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Scientists vs. pseudoscientists

The Skeptic column in the most recent Scientific American is mostly about Martin Gardner's take on "hermit scientists," and how, 50 years after he published Fads and Fallacies in the Name of Science (which was originally published as In the Name of Science), "pseudoscientists" are still in business today.

The writer, Michael Shermer (of Skeptic.com), cites Gardner as offering two key criteria for identifying a "scientific crank": "Cranks work in almost total isolation from their colleagues"; and they exhibit "a tendency toward paranoia." This paranoia, he continues, is evident in the following symptomatic behaviors:

(1) [The crank] considers himself a genius. (2) He regards his colleagues, without exception, as ignorant blockheads. ... (3) He believes himself unjustly persecuted and discriminated against. ... It never occurs to the crank that this opposition may be due to error in his work. ... (4) He has strong compulsions to focus his attacks on the greatest scientists and the best-established theories. ... (5) He often has a tendency to write in a complex jargon, in many cases making use of terms and phrases he himself has coined.

People like this exist, of course, and some of this type of behavior is inexcusable. The thing is, some of that behavior could also be caused simply by having one's ideas neglected, worthy or not. And mainstream scientists have motivations for disregarding the work of any non-mainstream thinker, even when that work might be valuable. Shouldn't a purportedly skeptical column think to question whether the mainstream view is so unassailable as to justify marginalizing those on the periphery of current practice?

I sure think so. Chances are, any given scientist is wrong about most things. Some are wrong for much better reasons than others, sure; and hermit scientists are more likely to be wrong for the wrong ones, yes. But mainstream scientists are liable to dismiss them regardless. After all, an original, non-mainstream result, if widely accepted and determined to be "true," represents a threat to the mainstream scientist's own past results, their chances of producing what's considered worthwhile work in the future, and possibly even their ability to get grant money (though I hesitate to equate grant money with the value of a contribution, I confess).

It's good to be skeptical of solitary "geniuses," of course. But, I think, we should be at least as skeptical of those that travel in packs.

February 18, 2002 9:07 PM

Comments

It seems to me that you are creating much from nothing. The point of the article is that after fifty years much remains the same. It does. I don't see anywhere in the article where he even intimates that we shouldn't be skeptical about mainstream science. Your statement "The thing is, mainstream scientists have motivations for disregarding the work of any non-mainstream thinker, even when it might be valuable. " simply begs the question. You further say "And it's kind of funny, actually, that a purportedly skeptical column shouldn't think to question whether the mainstream view is so unassailable as to justify marginalizing those on the periphery of current practice." Since the article is talking about the fringes and not mainstream science I don't find it funny at all. Shermer says "We should keep these criteria in mind when we explore controversial ideas on the borderlands of science" that is far from marginalizing those views. It would seem one would marginalize the views by refusing to explore them.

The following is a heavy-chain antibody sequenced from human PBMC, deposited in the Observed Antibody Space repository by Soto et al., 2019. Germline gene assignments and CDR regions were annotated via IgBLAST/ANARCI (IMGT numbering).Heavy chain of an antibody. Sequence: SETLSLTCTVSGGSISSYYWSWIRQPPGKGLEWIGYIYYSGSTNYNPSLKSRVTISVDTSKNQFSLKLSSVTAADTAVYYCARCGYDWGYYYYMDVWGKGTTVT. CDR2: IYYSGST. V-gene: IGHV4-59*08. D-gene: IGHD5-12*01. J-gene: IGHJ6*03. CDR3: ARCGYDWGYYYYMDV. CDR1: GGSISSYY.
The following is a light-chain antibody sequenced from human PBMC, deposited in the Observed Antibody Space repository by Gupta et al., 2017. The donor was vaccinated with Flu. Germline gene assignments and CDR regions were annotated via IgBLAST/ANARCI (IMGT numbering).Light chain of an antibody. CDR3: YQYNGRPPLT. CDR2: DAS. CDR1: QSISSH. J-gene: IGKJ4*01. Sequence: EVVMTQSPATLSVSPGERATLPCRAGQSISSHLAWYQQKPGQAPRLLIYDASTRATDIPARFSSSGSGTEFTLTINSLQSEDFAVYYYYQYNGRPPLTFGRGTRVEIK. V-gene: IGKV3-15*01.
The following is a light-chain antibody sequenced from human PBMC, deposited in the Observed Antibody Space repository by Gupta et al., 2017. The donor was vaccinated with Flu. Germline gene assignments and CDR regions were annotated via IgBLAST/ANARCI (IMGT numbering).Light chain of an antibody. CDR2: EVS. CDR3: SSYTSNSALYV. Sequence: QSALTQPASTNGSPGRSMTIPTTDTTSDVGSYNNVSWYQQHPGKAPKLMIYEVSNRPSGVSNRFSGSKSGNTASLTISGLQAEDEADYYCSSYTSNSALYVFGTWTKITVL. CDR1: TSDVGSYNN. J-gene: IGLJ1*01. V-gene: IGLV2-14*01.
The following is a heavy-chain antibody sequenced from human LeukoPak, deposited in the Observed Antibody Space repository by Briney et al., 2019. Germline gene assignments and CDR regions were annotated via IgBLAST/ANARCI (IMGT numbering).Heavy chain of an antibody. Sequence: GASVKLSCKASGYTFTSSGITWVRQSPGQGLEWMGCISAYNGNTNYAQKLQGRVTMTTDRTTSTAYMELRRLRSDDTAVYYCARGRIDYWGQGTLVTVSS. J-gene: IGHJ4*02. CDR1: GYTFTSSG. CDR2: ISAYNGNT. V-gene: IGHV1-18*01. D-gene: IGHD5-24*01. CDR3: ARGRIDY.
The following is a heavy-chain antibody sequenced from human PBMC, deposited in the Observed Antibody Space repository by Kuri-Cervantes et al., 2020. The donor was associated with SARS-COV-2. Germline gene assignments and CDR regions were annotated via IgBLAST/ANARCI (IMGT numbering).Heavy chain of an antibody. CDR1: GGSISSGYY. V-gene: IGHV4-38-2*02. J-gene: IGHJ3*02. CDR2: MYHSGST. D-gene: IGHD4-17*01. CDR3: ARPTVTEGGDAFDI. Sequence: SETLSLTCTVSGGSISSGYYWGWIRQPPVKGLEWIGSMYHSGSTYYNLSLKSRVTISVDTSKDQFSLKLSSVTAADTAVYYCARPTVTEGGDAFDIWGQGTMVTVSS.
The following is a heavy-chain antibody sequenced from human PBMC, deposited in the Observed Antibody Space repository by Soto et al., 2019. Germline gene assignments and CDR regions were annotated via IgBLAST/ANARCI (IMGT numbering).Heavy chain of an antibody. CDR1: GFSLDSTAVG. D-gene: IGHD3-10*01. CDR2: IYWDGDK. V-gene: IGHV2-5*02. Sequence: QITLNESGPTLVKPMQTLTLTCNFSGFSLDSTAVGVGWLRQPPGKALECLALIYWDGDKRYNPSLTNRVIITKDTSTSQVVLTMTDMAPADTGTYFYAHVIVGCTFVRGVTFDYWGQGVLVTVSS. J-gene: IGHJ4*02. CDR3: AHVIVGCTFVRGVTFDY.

Posted by Norman Jenson on February 18, 2002 9:38 PM

[A note, first: I had modified the sentences Norman quotes, shortly after originally publishing this, because I had omitted a thought, and for sake of flow. His quotes accurately reflect my original wording. I confess I was a tad chagrined to discover I had been so caught, revising my already published words.... (Curses to anyone who reads this within half an hour of my writing it! Curses, I say!)]

But, seriously. I don't hope to make much of anything here. It was just an odd perspective, I thought. Of course we should be skeptical of cranks. But the definition offered is a bit facile, and one that is too easily interpreted so as to apply to solitary thinkers who might have something valuable to contribute that happens not to fit into a fashionable mold.

(Also, Shermer's conclusion, "That is what skeptics do, and in tribute for all you have done, we shall continue to honor your founding command," hardly sounds skeptical of anything.)

You say that the article focuses on the fringes, and not the mainstream of science, but there is no rigid, unchanging map of where science will go, and what properly belongs in the center and what on the edge. I'm just saying that we should be careful of dropping these ideas into such neat little buckets.

I by no means intend to attack what is now considered mainstream science, or defend pseudoscience. I don't see why either should be singled out simply in virtue of its current, popular standing. Each should stand -- or fall -- on its merits.

Posted by M on February 18, 2002 10:54 PM


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